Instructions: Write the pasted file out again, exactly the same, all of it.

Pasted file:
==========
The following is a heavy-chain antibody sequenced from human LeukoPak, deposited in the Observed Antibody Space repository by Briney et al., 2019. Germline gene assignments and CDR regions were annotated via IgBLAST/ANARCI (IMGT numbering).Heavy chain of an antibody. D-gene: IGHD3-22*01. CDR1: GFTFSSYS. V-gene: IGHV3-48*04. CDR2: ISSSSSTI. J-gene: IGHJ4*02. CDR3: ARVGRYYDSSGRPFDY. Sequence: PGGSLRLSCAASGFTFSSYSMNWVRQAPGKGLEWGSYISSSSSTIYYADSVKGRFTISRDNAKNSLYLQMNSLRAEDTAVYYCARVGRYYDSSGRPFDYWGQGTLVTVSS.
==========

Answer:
The following is a heavy-chain antibody sequenced from human LeukoPak, deposited in the Observed Antibody Space repository by Briney et al., 2019. Germline gene assignments and CDR regions were annotated via IgBLAST/ANARCI (IMGT numbering).Heavy chain of an antibody. D-gene: IGHD3-22*01. CDR1: GFTFSSYS. V-gene: IGHV3-48*04. CDR2: ISSSSSTI. J-gene: IGHJ4*02. CDR3: ARVGRYYDSSGRPFDY. Sequence: PGGSLRLSCAASGFTFSSYSMNWVRQAPGKGLEWGSYISSSSSTIYYADSVKGRFTISRDNAKNSLYLQMNSLRAEDTAVYYCARVGRYYDSSGRPFDYWGQGTLVTVSS.